A conspiracy is an agreement between two or more parties to commit a criminal act. One of the most common federal conspiracy charges that an individual may face is a conspiracy to possess with intent to distribute illegal narcotics. However, an individual can be charged with conspiracy to commit any number of offenses such as: conspiracy to commit bribery, conspiracy to commit money laundering, conspiracy to commit bank robbery, conspiracy to commit Medicare fraud, and conspiracy to transport undocumented aliens.
Why Would The Government Charge Someone With A Federal Conspiracy?
The federal government will usually charge someone with a federal conspiracy if it believes that more than one person was involved in the commission of a federal crime. In other words, the Government believes that the accused made an agreement with at least one other person to commit a criminal act. The Government will usually charge every individual alleged to have participated in the conspiracy and include them on the same indictment (charging instrument).
The most important thing to point out in a conspiracy case is that there is no requirement for the government to prove that the actual offense occurred. The Government need only prove that there was an agreement for the offense to occur.
For example, if the government charges two or more persons with conspiracy to possess with intent to distribute cocaine, then the government need not prove that any one of the accused actually possessed or distributed narcotics only that there was an agreement to do so. In the case of possession with intent to distribute narcotics, the government must also prove that at least one or more of the accused individuals took a substantial step toward completing the offense.
What Does The Prosecution Need To Prove In A Conspiracy Case?
It depends on the statute the government charges in the indictment, and it also depends on the jurisdiction. There are some different case laws around the country in terms of the various federal circuits and what each has ruled the government needs to prove for a conspiracy conviction in that jurisdiction. But, generally speaking, there are two types of conspiracy statutes. You’ll have a statute where the government needs to prove that two or more persons entered into an agreement to violate federal law and that the agreement was joined by each individual knowingly and on purpose and not by mistake or accident.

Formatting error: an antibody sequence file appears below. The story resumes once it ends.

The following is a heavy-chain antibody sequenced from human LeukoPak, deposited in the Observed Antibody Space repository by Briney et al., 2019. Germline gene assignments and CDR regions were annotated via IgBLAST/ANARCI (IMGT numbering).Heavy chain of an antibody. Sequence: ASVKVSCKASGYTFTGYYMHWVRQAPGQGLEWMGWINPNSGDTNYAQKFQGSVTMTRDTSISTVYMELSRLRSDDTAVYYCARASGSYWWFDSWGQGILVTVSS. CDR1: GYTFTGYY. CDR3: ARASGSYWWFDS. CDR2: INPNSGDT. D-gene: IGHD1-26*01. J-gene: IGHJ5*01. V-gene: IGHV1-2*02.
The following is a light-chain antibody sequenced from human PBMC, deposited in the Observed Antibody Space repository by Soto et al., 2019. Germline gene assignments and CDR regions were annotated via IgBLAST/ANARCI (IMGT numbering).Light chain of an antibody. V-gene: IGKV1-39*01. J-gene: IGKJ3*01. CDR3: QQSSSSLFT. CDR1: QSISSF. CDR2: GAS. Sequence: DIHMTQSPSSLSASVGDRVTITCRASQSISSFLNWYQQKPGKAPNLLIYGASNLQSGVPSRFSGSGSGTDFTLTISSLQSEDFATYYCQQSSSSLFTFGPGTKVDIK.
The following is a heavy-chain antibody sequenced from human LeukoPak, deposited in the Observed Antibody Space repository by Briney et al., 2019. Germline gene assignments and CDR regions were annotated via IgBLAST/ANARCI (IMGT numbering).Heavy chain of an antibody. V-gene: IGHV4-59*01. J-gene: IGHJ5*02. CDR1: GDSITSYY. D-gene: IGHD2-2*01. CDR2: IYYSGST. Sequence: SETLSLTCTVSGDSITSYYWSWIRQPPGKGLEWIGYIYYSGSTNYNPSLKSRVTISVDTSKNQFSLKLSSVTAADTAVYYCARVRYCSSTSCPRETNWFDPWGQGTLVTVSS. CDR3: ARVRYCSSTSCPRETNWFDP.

Under other statutes, the government must additionally prove that at least one of the defendants did something in furtherance of the conspiracy which is called an “overact.”
What Are The Criminal Penalties Of A Federal Conspiracy Charge?
Almost every federal charge carries the possibility of significant prison time. The criminal penalties for a federal conspiracy charge will depend on the underlying offense that the government is alleging was committed. For example, in a federal drug conspiracy case, the punishment range that an individual is facing will depend on the weight of the illegal narcotics that were allegedly possessed. An accused will also be held responsible for all “relevant conduct.”
Relevant conduct, which applies in all federal cases, includes “all acts and omissions” committed by the defendant during the commission of the offense of conviction. United States Sentencing Guideline Section 1B1.3(a)(1)(A).
In the case of a “jointly undertaken criminal activity” or conspiracy, relevant conduct also includes “all acts and omissions of others” that were “within the scope” of the jointly undertaken criminal activity, were “in furtherance” of that activity, and were “reasonably foreseeable” in connection with that activity. United States Sentencing Guideline Section 1B1.3(a)(1)(B)(a)-(iii).
This means that an individual could not only be held criminally liable for all the drugs that he possessed during a drug conspiracy but he could also be held responsible for all the drugs that were possessed by any other member of the conspiracy. For example, if Defendant A was only dealing cocaine but his partner, Co-defendant B, was also dealing methamphetamine as part of the same scope of conduct, Defendant A could be held responsible for distributing methamphetamine even though he never touched or saw the methamphetamine himself.
Attorney Jorge Vela has extensive experience in each of the cases listed above.
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Former Assistant United States Attorney (AUSA)
Experienced Federal Criminal Trial Attorney
Jorge Vela spent nearly three years as a federal prosecutor along the U.S – Mexico border. As a federal prosecutor, he was tasked with investigating violent Mexican drug cartels that were smuggling narcotics, weapons, and aliens across the border. He worked closely with special agents from the Department of Homeland Security, the Federal Bureau of Investigations, the State Department, and Immigration and Customs Enforcement on hundreds of federal cases.
If you or a loved one has been accused of a federal crime, your first question to your attorney should be “what kind of federal experience do you have?” Because of the serious nature of federal offenses, it is ABSOLUTELY imperative that you hire a criminal attorney with federal trial experience. As a former federal prosecutor, Jorge Vela knows exactly how to fight your federal charges.
Hire an attorney you can trust. Contact the Law Office of Jorge Vela for a consultation today.